A left-leaning organization dispatched volunteers to reach out to young voters on dating apps ahead of Wisconsin’s Supreme Court election on Tuesday, NPR reported.
Approximately 20 volunteer daters with NextGen America, a left-leaning Super PAC funded by billionaire Tom Steyer, “went its way through the Badger State” using Hinge, a dating app that allows users to switch locations for free. The volunteers set up their locations in different locations across Wisconsin, but primarily in Democratic-heavy cities such as Milwaukee, Green Bay and Madison, according to local media.
Kristi Johnston, national press secretary for NextGen America, explained how Hinge “has a setup where you are given a certain number of likes per day” and “also at the other end other matches are also swipe right or left.
“So you’ll also get an inbox of people who like you so you both swipe right and then match and from there you can take the conversation however you want,” Johnston told WUWM.
She reportedly curated her profile to “attract Wisconsin games,” including photos of herself in a Cheesehead hat and Green Bay Packers fleece, NPR reported.
“I’ve spoken to a lot of people about my stress, personally, as an organizer around the election, the overall turnout and what the outcome might be,” she added. “So, you know, really bringing them into those conversations, and making them feel that they have a stake in the game, and that they’re part of the organization with us, has been really key for me.”
According to NPR, the online dating tactic is a better way to approach young voters than campaign texting or cold calling, efforts that can be easily overlooked. On dating apps, “it’s okay to talk to strangers and forge real connections.”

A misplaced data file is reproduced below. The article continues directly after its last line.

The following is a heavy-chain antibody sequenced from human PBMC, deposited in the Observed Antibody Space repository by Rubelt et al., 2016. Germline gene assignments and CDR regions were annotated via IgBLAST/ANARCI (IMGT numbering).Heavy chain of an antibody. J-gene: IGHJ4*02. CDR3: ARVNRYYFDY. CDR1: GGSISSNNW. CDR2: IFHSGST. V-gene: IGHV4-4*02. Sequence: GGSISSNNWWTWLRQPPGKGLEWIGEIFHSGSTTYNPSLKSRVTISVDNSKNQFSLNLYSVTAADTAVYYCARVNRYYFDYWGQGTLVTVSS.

The left-leaning group launched the online dating program during the 2020 election in Arizona and relaunched it nationwide during the 2022 midterm elections, WUWM reported. The group said it plans to use dating apps for outreach in key battleground states ahead of the 2024 presidential election, including Wisconsin, Arizona, Nevada, New Hampshire, North Carolina, Michigan, Pennsylvania and Texas.
“We’ve identified these states as the states where young people can have the greatest impact and where their votes will carry the most weight,” Johnston said.
Prior to the Wisconsin Supreme Court race, the group also planned to send more than 1.1 million text messages and make calls to young voters between the ages of 18 and 35.
Democrat Janet Protasiewicz ended up winning a Wisconsin Supreme Court seat against Republican Daniel Kelly, giving liberals control of the state’s high court for the first time in 15 years and shattering the fragile 4- 3 of the court. The court’s previous composition came within a vote of overturning President Biden’s victory in the state in 2020.
Protasiewicz notably leaned on her left-wing worldview during her campaign, decrying state election maps as ‘rigged’ and accusing the US Supreme Court of ‘wrongly’ deciding Dobbs decision. Her victory means she will likely be able to weigh in on a challenge to the state’s 1849 abortion ban, which went into effect after the Supreme Court overturned it. Roe vs. Wade.
The election results could also impact how lawmakers redraw the state’s legislative districts ahead of the 2024 presidential election, as well as parental rights, Second Amendment rights and religious freedom. .
The race ended up being the most expensive state court race in American history, topping at least $42 million — nearly triple the previous national record for a court race, according to The Associated Press.